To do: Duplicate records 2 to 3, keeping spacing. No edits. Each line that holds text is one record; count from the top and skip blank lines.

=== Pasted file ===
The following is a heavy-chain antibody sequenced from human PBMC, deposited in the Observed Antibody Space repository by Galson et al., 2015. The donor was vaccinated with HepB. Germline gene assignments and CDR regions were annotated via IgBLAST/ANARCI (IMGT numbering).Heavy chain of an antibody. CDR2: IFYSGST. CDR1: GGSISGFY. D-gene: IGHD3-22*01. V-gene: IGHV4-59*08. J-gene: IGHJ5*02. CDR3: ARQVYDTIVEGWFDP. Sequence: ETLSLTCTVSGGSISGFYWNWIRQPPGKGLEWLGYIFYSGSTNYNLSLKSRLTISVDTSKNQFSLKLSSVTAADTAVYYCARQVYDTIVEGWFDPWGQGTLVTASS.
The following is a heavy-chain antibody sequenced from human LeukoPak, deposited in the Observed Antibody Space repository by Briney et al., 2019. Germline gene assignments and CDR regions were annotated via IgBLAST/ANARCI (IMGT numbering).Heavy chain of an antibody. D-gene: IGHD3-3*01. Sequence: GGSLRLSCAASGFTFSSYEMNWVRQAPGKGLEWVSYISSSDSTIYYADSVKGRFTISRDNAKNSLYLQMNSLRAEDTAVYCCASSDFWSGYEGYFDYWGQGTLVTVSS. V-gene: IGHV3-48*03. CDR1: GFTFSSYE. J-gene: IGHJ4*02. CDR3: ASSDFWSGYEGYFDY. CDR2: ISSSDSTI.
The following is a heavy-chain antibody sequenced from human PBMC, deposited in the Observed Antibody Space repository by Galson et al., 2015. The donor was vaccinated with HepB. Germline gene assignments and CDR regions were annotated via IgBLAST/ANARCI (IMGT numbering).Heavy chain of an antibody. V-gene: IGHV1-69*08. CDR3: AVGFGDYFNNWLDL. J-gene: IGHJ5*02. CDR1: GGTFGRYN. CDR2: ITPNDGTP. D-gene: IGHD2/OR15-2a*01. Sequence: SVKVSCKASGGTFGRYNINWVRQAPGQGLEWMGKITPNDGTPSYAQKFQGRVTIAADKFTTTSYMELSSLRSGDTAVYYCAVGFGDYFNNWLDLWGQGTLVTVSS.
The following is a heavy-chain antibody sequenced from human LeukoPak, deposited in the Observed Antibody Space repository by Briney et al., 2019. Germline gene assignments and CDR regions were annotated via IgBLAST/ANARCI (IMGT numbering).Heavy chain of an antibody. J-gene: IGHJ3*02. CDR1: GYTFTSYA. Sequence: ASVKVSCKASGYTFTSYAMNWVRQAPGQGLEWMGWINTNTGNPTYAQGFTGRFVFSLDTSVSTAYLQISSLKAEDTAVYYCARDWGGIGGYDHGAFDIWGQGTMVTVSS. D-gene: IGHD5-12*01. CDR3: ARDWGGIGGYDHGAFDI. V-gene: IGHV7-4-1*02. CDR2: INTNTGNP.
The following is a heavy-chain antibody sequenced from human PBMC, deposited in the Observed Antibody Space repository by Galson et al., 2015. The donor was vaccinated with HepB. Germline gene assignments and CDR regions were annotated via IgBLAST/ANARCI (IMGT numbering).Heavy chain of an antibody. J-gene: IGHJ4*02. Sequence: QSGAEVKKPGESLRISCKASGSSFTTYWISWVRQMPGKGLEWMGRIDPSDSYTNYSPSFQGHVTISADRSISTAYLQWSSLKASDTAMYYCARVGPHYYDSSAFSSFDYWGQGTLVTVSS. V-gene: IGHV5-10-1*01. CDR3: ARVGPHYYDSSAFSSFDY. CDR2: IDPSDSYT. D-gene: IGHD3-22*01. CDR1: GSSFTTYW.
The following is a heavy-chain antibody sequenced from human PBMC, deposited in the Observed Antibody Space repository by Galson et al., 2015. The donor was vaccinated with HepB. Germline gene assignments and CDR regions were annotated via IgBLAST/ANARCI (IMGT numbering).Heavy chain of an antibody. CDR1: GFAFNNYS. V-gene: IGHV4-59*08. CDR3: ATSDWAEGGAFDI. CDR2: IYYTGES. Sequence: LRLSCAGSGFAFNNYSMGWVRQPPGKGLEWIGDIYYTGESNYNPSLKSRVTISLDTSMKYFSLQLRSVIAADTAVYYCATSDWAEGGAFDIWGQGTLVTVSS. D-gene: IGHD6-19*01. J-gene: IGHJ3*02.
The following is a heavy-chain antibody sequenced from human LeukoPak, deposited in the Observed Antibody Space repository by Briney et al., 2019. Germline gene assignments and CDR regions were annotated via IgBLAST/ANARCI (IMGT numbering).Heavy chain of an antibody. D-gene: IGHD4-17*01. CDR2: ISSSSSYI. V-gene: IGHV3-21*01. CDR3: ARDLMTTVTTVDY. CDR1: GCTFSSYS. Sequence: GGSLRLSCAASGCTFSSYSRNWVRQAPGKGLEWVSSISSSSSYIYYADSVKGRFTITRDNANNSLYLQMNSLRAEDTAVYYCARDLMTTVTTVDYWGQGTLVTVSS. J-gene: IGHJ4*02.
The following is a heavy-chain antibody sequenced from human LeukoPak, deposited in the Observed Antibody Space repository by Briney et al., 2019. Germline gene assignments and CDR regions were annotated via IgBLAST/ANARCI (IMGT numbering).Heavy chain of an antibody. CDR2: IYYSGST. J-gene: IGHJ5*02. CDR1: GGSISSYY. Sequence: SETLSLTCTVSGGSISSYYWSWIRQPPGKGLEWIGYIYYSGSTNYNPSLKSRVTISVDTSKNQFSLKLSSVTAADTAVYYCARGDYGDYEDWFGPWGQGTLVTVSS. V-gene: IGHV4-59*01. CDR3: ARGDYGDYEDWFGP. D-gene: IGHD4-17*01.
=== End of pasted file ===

The following is a heavy-chain antibody sequenced from human LeukoPak, deposited in the Observed Antibody Space repository by Briney et al., 2019. Germline gene assignments and CDR regions were annotated via IgBLAST/ANARCI (IMGT numbering).Heavy chain of an antibody. D-gene: IGHD3-3*01. Sequence: GGSLRLSCAASGFTFSSYEMNWVRQAPGKGLEWVSYISSSDSTIYYADSVKGRFTISRDNAKNSLYLQMNSLRAEDTAVYCCASSDFWSGYEGYFDYWGQGTLVTVSS. V-gene: IGHV3-48*03. CDR1: GFTFSSYE. J-gene: IGHJ4*02. CDR3: ASSDFWSGYEGYFDY. CDR2: ISSSDSTI.
The following is a heavy-chain antibody sequenced from human PBMC, deposited in the Observed Antibody Space repository by Galson et al., 2015. The donor was vaccinated with HepB. Germline gene assignments and CDR regions were annotated via IgBLAST/ANARCI (IMGT numbering).Heavy chain of an antibody. V-gene: IGHV1-69*08. CDR3: AVGFGDYFNNWLDL. J-gene: IGHJ5*02. CDR1: GGTFGRYN. CDR2: ITPNDGTP. D-gene: IGHD2/OR15-2a*01. Sequence: SVKVSCKASGGTFGRYNINWVRQAPGQGLEWMGKITPNDGTPSYAQKFQGRVTIAADKFTTTSYMELSSLRSGDTAVYYCAVGFGDYFNNWLDLWGQGTLVTVSS.